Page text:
The Firm Minneapolis website proclaims Strip Tease as delicious and nutritious. The official description asserts that normal people need help acting sexy, not Mary Ann sexy but the over the top sexy brought to us by Ginger. Even Gilligan would agree I am more Maryann sexy: big smile, fun, intelligent, not afraid to climb a tree for coconuts. Maryann did not try to be sexy and if she did try she would look silly. Ginger on the other hand had all the moves that render men speechless; the bedroom eyes, hippy swagger, shiny hair, seductive voice. Could a workout actually render a person like me "Ginger sexy?"

Walking into The Firm it is hard not to notice that everyone around has rock solid bodies, just as the name of the club suggests. Entering the gym is like walking onto the set of a 80's rock video filled with good-looking, sweaty people decked out in spandex dancing against a rough and urban backdrop. The front desk receptionists are like drug dealers; so excited to sign up another happy customer that they offer a free week to entice a long-term addiction. We signed up for our week and met the Strip Tease instructor who was not wearing any shoes… or socks. We called the gym prior to our arrival to ensure there was no dress code requiring tear away pants (good thing, mine were at the cleaners) but neglected to inquire about shoes. We learned that the Cardio element of Strip Tease makes wearing the preferred foot ware of “stage” performers, acrylic stilettos, too demanding so most people just go barefoot. Makes perfect sense since bare feet are probably worn more often in the boudoir then 5 inch heels (footnote to self: research statistics on bedroom shoe habits of American women). You know what they say, when in Vegas do as the showgirls do, so we left our sneakers and our dignity in the locker room before joining the class.

After we found our spot in the room, the music started and the bumping and grinding began. It took every ounce of adult in me not to giggle at the image of my hips gyrating in the giant studio mirrors. Every move I saw in the mirror reminded of the Seinfeld episode where everyone discovered Elaine was a terrible dancer. Did I always look this ridiculous when dancing? On a positive note the sheer embarrassment of bad moves and trying to inappropriately touch myself in front of a room of people elevated my heart rate even further, adding to the intensity of the workout.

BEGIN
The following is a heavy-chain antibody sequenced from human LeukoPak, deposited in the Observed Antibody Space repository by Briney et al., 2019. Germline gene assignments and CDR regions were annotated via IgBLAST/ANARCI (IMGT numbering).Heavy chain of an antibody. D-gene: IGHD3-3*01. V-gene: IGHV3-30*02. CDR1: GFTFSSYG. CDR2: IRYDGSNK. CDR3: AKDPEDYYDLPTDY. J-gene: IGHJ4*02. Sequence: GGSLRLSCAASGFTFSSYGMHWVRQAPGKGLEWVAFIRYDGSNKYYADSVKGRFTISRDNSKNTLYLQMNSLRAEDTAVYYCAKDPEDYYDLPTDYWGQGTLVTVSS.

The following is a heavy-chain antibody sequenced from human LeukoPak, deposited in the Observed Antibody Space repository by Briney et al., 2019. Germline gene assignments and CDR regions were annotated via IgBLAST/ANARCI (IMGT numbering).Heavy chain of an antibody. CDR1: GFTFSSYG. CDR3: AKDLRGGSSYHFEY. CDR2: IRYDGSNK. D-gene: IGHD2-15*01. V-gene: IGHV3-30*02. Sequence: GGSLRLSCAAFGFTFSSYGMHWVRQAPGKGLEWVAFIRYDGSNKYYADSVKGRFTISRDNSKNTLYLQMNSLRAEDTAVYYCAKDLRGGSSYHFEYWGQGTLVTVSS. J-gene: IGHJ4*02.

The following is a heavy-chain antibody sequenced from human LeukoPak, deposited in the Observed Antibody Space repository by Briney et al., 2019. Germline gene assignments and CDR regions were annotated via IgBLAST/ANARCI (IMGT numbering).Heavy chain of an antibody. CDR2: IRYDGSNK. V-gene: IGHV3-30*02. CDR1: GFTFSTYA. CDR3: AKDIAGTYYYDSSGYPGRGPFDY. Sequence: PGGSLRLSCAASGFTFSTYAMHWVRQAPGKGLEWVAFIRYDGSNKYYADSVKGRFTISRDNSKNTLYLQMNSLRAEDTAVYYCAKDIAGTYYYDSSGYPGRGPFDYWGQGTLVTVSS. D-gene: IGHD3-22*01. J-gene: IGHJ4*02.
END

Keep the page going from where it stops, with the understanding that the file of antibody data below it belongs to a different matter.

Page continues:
Kelly the instructor made it look so easy and I wondered whether she learned her technique through a previous career. I am comfortable enough in my sexuality to admit that her moves, expressions, body, and pretty much everything else about her was hot. Each song and routine got sexier and naughtier. Even if I look like a beached mammal dancing it is hard not to get a good workout with the sounds of Justin Timberlake, Brittany Spears and the local favorite, Prince’s Pussy Control, pulsing in the air. Watching her move I had a sudden revelation on why men love long hair so much; long, thick, sexy hair is a show prop. Long hair provides us mere mortals a way to draw attention away from the klutzy moves made by the rest of our anatomy. If my hair were longer no one would notice my hips were off beat and my arms resembled one of those crazy octopus like sprinklers that children run around in during the summer. Unfortunately my short hair excuse was completely quashed after noticing the hottest stripper in the class was a twenty-something gay Asian man with short black hair.

Unlike popular pole dancing classes which require special equipment, the beauty of strip tease is it utilizes paraphernalia that can be found in the average home. Working our abs and gluts required nothing more then a mat to lie upon and moves pulled straight from the porn on demand channel. We used a box from step class as a makeshift prop to practice chair dancing; memories of Flashdance flooded my brain. Our favorite use of props by far was on our second visit where we used a towel to simulate tossing articles of clothing across the room in what was one of the more useful lessons for long term enjoyment.
“I have a head for business and a body for sin.”
-Melanie Griffith in Working Girl
Yet despite the embarrassment and soreness we attended another class in an attempt to bring sexy back. It was so much easier to relax and enjoy it the second time around. Strip Tease really shed some light on women who dance for dollars as their livelihood; beyond being morally degrading, stripping is physically exhausting and not an easy way to make a quick buck. The moves worked out our hips, thighs and abs and our bodies required a ton of Advil the next day. Personally it was an eye opening experience; not that I deemed myself in the company of Marilyn Monroe or Sophia Loren, but there was a part of me that thought with all these curves and a hint of confidence I had to possess a little bit of sexiness. Unfortunately this class served as proof that using and moving these curves makes me look more like Shamu then Shakira. Maybe if I sign up classes and practice really hard then Cardio Strip Tease can both tone my body and teach me to be more Ginger-esque, but until then I plan on keeping my day job.

Tuesday, April 01, 2008

Quote of the Week

A little something for April Fools Day...

The trouble with practical jokes is that very often they get elected.
- Will Rogers